We take for granted that industrialisation and moving off the farm has improved human welfare but that is not true in all places, nor in all times. In Britain Industrialisation was synonymous with land enclosure: pushing feudal tenants off land they had previously had the right to use. Enclosure was done not to grow more food but to make more profit, and the people who were displaced flooded into England’s cities, where they were compelled by the real prospect of starvation and death to work in the new factories. These factory workers lived worse than they had as tenant farmers and serfs. They worked more hours, had less food, died younger, and during their lives suffered more from disease because of the horrible sanitation of European cities at the time.
In Mexico, after NAFTA, small farmers lost their farms because they could not compete with subsidized American agriculture. They flooded into Mexican cities, or they headed north to America to work as illegal immigrants. Again, though in some cases they earned more money, the vast majority of them were worse off than when they lived on the farms, and Mexicans as a whole suffered because after American interests bought Mexico’s food industry, the price of food soared, and the quality of that food dropped.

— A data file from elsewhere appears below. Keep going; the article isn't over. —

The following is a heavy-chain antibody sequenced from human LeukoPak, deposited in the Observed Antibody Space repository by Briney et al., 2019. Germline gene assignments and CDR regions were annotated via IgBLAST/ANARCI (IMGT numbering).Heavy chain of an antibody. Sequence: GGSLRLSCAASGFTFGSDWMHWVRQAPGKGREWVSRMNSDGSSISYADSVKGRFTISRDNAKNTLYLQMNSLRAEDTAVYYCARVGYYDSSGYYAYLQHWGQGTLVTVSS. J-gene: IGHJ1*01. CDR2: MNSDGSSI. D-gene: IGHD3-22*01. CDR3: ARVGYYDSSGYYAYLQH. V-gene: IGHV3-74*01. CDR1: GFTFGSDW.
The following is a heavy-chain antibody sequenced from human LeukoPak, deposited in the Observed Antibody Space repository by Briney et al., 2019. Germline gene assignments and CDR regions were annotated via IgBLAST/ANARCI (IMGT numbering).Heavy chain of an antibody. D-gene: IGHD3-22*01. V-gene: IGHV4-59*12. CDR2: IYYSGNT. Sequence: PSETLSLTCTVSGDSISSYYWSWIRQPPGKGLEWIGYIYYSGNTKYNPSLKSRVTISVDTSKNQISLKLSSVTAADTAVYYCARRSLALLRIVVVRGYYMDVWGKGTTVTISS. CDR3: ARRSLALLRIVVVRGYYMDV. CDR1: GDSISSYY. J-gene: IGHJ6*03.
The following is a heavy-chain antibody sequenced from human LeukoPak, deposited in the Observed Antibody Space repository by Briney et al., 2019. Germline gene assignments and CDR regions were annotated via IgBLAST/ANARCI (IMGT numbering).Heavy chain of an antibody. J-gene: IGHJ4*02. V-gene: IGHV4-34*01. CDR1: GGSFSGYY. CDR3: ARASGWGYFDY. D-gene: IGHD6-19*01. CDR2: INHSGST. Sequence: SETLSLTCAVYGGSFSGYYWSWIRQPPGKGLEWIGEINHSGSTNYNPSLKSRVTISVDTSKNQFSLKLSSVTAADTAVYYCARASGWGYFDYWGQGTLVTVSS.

After World War II Americans flooded from the farms into the new cities. For this generation, the GI generation, it was a straight upgrade: their lives were better. They worked less hours, they had more food, they had access to power and indoor plumbing, and good jobs with good pay. If you weren’t black, the 1950s and 1960s are looked back on as the heyday of American prosperity. Why? The first generation had to be treated well because they had options: they could go back to the family farm. So their jobs, and their lives as consumers had to be clearly superior to being on a farm. But today, the family farms are gone.
– From ‘The Disposable Economy’ by Ian Welsh, somewhat paraphrased.